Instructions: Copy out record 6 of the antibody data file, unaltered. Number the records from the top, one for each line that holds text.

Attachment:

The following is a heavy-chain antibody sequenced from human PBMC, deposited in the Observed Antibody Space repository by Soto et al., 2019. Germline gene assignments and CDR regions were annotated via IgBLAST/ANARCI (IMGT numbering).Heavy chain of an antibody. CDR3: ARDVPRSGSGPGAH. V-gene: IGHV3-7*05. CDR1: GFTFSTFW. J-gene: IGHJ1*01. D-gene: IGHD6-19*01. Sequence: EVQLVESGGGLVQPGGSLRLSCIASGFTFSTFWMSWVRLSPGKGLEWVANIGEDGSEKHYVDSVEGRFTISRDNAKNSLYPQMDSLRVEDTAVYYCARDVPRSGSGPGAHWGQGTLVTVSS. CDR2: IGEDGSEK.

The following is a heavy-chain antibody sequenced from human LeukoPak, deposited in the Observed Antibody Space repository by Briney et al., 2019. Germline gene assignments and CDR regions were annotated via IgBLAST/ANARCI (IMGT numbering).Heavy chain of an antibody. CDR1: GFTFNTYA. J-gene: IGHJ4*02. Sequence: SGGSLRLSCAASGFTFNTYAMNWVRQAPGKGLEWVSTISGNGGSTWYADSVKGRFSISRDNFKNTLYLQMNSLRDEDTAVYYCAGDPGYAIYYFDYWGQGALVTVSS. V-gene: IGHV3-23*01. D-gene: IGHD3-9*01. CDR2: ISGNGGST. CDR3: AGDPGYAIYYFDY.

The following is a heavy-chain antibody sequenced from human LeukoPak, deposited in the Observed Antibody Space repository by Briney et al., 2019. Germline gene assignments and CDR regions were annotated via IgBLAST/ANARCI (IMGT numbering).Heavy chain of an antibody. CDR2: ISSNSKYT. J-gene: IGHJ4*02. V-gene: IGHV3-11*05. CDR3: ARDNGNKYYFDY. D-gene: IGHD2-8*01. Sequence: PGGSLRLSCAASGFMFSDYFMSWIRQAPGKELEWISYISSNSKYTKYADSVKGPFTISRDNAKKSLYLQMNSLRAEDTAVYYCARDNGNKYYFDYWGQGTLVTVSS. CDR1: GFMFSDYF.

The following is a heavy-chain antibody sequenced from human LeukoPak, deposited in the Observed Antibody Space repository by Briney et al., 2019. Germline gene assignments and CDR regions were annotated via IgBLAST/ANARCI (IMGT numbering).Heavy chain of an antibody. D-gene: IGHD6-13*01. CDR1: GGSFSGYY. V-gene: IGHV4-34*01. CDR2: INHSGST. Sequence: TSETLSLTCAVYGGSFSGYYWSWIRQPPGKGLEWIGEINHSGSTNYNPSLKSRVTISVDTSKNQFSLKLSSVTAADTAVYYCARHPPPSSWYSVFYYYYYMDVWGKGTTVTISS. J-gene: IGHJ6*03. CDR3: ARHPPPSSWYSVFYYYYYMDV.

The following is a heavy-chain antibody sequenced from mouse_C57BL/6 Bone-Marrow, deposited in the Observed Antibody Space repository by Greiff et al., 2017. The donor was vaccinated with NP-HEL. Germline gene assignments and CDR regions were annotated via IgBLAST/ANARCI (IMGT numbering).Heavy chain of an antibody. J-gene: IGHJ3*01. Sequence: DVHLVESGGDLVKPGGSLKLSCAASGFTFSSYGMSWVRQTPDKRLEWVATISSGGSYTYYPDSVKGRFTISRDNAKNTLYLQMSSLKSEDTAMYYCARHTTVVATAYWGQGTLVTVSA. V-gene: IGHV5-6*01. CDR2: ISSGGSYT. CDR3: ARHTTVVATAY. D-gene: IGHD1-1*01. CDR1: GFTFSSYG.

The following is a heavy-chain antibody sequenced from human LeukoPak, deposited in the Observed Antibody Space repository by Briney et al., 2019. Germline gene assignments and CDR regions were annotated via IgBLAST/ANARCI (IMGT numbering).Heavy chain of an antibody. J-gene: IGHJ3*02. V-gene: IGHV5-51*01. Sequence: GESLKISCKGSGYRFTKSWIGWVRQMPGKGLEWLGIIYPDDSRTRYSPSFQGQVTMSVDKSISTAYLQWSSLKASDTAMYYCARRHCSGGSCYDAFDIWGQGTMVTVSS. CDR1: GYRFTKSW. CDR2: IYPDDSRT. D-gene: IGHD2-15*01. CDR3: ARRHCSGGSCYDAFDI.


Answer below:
The following is a heavy-chain antibody sequenced from human LeukoPak, deposited in the Observed Antibody Space repository by Briney et al., 2019. Germline gene assignments and CDR regions were annotated via IgBLAST/ANARCI (IMGT numbering).Heavy chain of an antibody. J-gene: IGHJ3*02. V-gene: IGHV5-51*01. Sequence: GESLKISCKGSGYRFTKSWIGWVRQMPGKGLEWLGIIYPDDSRTRYSPSFQGQVTMSVDKSISTAYLQWSSLKASDTAMYYCARRHCSGGSCYDAFDIWGQGTMVTVSS. CDR1: GYRFTKSW. CDR2: IYPDDSRT. D-gene: IGHD2-15*01. CDR3: ARRHCSGGSCYDAFDI.